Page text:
And then I had another realization: I have just one life and, for-better-or-worse, this is it. Yet each day I’ve been giving mindshare over to this horrible person who doesn’t deserve an ounce of my respect, let alone any of my waking thoughts. Consequently, I had been giving oxygen to the hatred that he thrives upon. Worse, I’d been letting him steal my happiness in the same way he’s been trying to steal the election. And then I got determined… I’ll be damned if I let him steal my joy! 

Instead, I vowed to redirect my election anxiety into optimism and positivity. So, while I won’t wish a Darwinian death upon the cause of my unhappiness, what I hope for—and will pray for—is that this experience does two things:

1) Wakes up the 1/3 of the population that thinks this virus is a “hoax,” “just like the flu,” or “will disappear” so that they start wearing their damn masks and stop undermining the rest of us who are trying to get this pandemic under control (so we can avoid further needless death and rebuild our economy), and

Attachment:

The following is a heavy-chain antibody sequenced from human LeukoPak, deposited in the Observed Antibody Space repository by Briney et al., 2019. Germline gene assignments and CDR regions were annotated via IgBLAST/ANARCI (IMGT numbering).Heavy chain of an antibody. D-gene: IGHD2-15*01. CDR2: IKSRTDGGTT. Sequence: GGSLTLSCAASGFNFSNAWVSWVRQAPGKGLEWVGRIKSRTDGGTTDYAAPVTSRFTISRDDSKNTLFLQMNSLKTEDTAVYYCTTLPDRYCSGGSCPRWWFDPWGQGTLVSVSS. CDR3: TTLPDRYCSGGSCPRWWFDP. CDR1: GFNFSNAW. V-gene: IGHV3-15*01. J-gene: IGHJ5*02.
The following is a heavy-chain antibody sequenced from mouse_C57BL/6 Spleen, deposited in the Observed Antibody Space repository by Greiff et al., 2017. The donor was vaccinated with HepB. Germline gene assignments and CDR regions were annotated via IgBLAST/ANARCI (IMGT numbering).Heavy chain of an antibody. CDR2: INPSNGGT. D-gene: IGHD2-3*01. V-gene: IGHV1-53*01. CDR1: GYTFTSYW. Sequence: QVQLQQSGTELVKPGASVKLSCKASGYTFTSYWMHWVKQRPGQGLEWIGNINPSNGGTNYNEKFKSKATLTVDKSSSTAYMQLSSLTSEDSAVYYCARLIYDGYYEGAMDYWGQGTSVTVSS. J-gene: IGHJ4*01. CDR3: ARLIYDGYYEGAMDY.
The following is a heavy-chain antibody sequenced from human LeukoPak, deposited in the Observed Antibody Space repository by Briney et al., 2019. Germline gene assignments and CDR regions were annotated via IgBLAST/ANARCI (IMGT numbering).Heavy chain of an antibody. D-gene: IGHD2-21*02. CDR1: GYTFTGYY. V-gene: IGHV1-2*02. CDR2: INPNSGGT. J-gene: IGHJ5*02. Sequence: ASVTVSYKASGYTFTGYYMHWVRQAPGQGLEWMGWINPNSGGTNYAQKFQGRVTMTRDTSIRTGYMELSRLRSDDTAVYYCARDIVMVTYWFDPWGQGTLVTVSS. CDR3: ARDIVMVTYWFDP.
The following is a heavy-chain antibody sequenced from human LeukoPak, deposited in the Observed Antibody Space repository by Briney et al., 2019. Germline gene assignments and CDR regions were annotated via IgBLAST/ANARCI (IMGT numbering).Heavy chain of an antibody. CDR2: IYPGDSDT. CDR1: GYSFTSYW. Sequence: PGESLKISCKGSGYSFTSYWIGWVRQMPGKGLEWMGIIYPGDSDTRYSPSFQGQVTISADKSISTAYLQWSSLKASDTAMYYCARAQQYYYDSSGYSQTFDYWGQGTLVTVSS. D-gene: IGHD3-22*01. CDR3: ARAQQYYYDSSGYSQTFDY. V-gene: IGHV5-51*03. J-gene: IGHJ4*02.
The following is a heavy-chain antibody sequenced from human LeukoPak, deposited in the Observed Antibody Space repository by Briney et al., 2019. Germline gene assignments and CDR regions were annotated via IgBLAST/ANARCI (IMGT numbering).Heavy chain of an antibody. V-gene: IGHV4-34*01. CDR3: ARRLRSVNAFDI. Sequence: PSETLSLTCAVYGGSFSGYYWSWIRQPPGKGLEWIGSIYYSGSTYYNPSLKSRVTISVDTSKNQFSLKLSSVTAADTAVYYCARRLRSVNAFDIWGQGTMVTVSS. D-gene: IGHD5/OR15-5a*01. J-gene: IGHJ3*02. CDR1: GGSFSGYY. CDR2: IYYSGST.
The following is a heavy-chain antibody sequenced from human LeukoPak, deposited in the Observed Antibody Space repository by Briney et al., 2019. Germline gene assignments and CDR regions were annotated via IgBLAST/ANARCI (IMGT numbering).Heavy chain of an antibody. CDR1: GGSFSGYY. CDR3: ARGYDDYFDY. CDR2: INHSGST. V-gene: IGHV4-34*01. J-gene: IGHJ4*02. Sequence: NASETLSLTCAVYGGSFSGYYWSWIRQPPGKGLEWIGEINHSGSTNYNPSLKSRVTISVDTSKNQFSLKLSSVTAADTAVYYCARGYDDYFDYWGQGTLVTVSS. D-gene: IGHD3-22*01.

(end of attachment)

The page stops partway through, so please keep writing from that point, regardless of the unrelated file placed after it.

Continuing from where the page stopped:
“The arc of the moral universe is long, but it bends toward justice.”

Martin Luther King, Jr.

2) Gives 45 an excuse to bow out of the race (for health reasons). As a classic narcissist who is facing the near-certain humiliation of losing, this would allow him to save face. I don’t even care if he resigns while proclaiming that he has been the Greatest President of All Time. I just want him gone. Gone—so we can shore up our badly battered democracy, control the outbreak of this virus, begin to recover our economy, and provide basic human rights and justice for ALL Americans. 

However, since we can’t be confident this will happen, we have to double-down on the original plan of making sure Biden is elected—and preferably by a landslide so as to minimize any post-election violence. My dream is to make this a reality:

The takeaway

If you have NOT yet voted, PLEASE DO SO. And vote EARLY, so there is time to straighten out any possible registration or postal issues. 2020 has been one for the history books. But we need to do our part if we’re to succeed in containing the chaos to just this one calendar year. If you have any questions about HOW to vote, WHERE to vote, how to register, etc., send us a message and we’ll help you determine a safe voting plan.